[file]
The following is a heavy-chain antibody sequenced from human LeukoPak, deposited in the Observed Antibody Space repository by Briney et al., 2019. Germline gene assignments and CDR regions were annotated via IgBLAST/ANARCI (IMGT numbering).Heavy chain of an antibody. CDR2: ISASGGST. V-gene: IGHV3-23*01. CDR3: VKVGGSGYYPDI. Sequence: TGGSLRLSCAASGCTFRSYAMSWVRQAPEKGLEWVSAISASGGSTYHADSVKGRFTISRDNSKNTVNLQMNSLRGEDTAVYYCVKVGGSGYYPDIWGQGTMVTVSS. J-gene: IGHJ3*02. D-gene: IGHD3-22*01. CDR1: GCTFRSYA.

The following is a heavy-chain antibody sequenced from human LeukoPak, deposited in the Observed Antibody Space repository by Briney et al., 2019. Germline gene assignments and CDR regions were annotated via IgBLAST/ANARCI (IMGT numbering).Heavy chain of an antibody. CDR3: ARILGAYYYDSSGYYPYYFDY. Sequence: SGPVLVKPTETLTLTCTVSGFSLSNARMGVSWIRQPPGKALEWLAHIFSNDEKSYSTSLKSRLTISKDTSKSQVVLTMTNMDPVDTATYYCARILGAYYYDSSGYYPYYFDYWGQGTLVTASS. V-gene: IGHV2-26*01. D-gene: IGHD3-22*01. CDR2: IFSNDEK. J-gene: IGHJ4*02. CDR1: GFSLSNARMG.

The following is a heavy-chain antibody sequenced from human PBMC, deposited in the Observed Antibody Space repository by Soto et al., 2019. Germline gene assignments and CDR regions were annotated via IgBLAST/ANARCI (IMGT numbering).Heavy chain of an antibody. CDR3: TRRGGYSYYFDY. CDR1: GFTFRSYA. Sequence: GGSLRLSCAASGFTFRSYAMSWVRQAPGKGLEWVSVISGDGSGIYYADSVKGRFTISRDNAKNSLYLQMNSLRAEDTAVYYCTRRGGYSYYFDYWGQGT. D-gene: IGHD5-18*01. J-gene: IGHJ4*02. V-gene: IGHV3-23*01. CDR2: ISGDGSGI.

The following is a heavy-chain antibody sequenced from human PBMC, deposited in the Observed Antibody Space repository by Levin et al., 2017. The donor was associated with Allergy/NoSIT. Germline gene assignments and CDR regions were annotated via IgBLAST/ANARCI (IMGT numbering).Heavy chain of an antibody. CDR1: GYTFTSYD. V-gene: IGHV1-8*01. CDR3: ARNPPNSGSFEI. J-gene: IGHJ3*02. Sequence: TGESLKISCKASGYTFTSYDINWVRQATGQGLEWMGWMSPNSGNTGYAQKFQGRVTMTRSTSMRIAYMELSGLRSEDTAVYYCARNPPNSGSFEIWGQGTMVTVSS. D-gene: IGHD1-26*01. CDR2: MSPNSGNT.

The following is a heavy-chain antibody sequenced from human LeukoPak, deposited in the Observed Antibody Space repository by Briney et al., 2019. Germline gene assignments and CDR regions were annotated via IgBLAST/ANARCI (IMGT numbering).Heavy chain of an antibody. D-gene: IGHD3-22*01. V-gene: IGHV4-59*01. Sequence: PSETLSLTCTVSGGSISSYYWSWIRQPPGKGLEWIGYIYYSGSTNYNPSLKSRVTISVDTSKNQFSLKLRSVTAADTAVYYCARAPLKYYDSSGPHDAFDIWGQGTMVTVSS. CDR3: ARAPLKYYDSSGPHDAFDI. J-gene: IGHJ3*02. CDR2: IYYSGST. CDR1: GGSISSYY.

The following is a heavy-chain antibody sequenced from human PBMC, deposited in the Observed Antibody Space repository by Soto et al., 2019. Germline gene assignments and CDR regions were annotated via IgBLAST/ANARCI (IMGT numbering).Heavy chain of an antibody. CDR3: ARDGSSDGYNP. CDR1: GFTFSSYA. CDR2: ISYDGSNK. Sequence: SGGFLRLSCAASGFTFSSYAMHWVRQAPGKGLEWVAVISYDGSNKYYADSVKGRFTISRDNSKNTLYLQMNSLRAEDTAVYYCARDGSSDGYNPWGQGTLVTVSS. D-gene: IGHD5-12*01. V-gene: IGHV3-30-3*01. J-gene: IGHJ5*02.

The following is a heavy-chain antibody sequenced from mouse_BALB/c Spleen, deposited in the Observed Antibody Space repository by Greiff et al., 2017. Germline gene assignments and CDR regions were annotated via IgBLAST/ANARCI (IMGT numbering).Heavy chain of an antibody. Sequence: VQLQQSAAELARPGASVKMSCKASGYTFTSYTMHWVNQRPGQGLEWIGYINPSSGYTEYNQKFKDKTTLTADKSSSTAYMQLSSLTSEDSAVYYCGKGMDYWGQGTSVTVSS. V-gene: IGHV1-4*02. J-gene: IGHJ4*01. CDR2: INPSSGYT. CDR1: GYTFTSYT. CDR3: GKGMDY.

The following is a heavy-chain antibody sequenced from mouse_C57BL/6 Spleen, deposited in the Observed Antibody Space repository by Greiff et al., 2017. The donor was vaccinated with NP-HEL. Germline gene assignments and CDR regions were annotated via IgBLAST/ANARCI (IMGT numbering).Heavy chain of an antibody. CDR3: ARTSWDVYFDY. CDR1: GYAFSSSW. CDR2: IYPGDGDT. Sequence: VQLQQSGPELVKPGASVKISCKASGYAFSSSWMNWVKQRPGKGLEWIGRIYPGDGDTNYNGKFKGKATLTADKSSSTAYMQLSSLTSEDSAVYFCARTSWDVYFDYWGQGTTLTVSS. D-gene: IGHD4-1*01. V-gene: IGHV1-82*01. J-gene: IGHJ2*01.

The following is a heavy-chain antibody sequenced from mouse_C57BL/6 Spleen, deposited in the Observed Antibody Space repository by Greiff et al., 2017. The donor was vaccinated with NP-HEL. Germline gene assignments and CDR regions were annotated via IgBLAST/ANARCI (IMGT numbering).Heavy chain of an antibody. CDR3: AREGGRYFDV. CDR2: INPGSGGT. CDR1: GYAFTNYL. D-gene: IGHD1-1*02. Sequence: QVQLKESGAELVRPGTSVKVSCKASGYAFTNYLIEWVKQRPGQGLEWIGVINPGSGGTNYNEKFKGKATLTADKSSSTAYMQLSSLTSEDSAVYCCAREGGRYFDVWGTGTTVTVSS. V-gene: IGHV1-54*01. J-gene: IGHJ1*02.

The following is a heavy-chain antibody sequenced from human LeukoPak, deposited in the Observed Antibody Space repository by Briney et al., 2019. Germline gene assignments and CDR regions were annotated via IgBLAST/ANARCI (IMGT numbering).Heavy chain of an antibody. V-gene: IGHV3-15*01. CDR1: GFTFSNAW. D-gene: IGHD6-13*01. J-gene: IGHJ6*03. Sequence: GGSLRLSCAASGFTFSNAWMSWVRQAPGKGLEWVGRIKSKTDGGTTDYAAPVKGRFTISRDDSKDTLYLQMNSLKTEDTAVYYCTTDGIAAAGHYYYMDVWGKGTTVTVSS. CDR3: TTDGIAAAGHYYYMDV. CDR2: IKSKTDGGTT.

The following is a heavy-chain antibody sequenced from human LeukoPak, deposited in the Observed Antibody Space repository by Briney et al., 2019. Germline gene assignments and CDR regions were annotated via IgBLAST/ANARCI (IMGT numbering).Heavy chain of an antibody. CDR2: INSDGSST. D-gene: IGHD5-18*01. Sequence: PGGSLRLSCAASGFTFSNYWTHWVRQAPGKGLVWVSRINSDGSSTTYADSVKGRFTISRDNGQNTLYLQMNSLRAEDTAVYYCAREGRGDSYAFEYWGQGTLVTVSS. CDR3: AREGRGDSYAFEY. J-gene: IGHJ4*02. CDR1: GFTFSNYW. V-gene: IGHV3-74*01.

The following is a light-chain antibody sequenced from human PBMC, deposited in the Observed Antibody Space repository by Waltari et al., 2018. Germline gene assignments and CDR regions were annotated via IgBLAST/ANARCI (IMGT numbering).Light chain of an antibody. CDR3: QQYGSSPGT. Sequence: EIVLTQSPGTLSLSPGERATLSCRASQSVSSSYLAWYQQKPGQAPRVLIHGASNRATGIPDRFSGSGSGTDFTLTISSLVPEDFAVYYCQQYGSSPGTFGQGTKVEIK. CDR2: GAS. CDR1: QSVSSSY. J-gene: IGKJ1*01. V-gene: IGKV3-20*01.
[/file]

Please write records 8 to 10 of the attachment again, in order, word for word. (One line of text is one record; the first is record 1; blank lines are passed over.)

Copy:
The following is a heavy-chain antibody sequenced from mouse_C57BL/6 Spleen, deposited in the Observed Antibody Space repository by Greiff et al., 2017. The donor was vaccinated with NP-HEL. Germline gene assignments and CDR regions were annotated via IgBLAST/ANARCI (IMGT numbering).Heavy chain of an antibody. CDR3: ARTSWDVYFDY. CDR1: GYAFSSSW. CDR2: IYPGDGDT. Sequence: VQLQQSGPELVKPGASVKISCKASGYAFSSSWMNWVKQRPGKGLEWIGRIYPGDGDTNYNGKFKGKATLTADKSSSTAYMQLSSLTSEDSAVYFCARTSWDVYFDYWGQGTTLTVSS. D-gene: IGHD4-1*01. V-gene: IGHV1-82*01. J-gene: IGHJ2*01.

The following is a heavy-chain antibody sequenced from mouse_C57BL/6 Spleen, deposited in the Observed Antibody Space repository by Greiff et al., 2017. The donor was vaccinated with NP-HEL. Germline gene assignments and CDR regions were annotated via IgBLAST/ANARCI (IMGT numbering).Heavy chain of an antibody. CDR3: AREGGRYFDV. CDR2: INPGSGGT. CDR1: GYAFTNYL. D-gene: IGHD1-1*02. Sequence: QVQLKESGAELVRPGTSVKVSCKASGYAFTNYLIEWVKQRPGQGLEWIGVINPGSGGTNYNEKFKGKATLTADKSSSTAYMQLSSLTSEDSAVYCCAREGGRYFDVWGTGTTVTVSS. V-gene: IGHV1-54*01. J-gene: IGHJ1*02.

The following is a heavy-chain antibody sequenced from human LeukoPak, deposited in the Observed Antibody Space repository by Briney et al., 2019. Germline gene assignments and CDR regions were annotated via IgBLAST/ANARCI (IMGT numbering).Heavy chain of an antibody. V-gene: IGHV3-15*01. CDR1: GFTFSNAW. D-gene: IGHD6-13*01. J-gene: IGHJ6*03. Sequence: GGSLRLSCAASGFTFSNAWMSWVRQAPGKGLEWVGRIKSKTDGGTTDYAAPVKGRFTISRDDSKDTLYLQMNSLKTEDTAVYYCTTDGIAAAGHYYYMDVWGKGTTVTVSS. CDR3: TTDGIAAAGHYYYMDV. CDR2: IKSKTDGGTT.